Edit – even though the steps described below related to an example with IIS, you can use this technique for any running process, it’s just a matter of identifying the process id. In some cases you will not even need the process id, e.g. if all processes are using the same version of a DLL.
Figuring out what dll is actually executing on a running web server is no easy task; it’s not as simple as looking in the bin directory of the deployed application as the dlls are copied from there to a set of temporary directories within the windows systemroot.
I know of two ways of figuring this out, the first requires some code changes and the second does not.
I wrote some time ago about how to find which dll is really executing when running an application, it works just fine if you can alter the source code to include the snippet I proposed.
Clearly that is not a lot of use in a deployed application when you cannot change the code or even redeploy.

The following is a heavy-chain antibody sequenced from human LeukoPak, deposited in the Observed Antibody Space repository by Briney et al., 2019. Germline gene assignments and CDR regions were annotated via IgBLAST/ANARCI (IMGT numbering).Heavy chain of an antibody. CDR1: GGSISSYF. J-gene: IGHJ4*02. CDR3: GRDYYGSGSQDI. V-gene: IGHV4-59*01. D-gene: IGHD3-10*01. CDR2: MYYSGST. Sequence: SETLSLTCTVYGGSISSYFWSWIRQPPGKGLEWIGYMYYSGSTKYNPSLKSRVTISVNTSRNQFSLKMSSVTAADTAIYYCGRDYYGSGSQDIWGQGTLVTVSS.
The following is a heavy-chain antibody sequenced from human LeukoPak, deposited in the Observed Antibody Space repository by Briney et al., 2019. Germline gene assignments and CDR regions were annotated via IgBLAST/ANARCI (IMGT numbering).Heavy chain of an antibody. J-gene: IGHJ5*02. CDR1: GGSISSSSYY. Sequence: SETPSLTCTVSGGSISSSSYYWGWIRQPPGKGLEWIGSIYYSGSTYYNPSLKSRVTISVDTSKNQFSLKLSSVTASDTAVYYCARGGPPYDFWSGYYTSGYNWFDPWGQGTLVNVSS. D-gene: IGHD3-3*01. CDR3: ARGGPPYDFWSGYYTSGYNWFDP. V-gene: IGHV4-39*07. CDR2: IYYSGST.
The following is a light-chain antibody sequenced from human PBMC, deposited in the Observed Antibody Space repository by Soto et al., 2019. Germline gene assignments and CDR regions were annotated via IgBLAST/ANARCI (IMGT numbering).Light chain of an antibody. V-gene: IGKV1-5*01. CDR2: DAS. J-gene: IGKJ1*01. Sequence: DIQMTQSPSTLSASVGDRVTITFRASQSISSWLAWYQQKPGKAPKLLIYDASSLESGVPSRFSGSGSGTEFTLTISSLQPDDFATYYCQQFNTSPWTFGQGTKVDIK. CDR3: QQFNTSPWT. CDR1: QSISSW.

No code change needed
Here is the alternative, no code changes needed. The application I am interested in is called MyFancyApp, there are other applications running on the server too. Let’s say that the dll I am interested in is AutoMapper.dll, I need to verify that the running dll is really the version I expect.
1. Open a command prompt and navigate to
appcmd list wp, this will show all the running application pools and the associated process ids. The output will look something like this –
You can see that MyFancyApp is running with process id of 1224.
Now switch to Process Explorer.
3. Open Process Explorer and hit CTRL-F, type in AutoMapper.dll. In the results PID 1224 is shown, in fact it will be there a few times. At this point the file location of the dll is visible.
4. Double click one of the entries for PID 1224 where the Type is DLL.
5. In the lower pane of Process Explorer the AutoMapper.dll is selected and the version is shown, I had to right click on the lower pane and the version column to make it visible.
That’s it. No redeploy, no code editing, no remote debugging. You now know for sure which dll is running and where to find it. If the dll is your own and you are concerned about what might be in the code you can open the file in dotpeek to decompile it.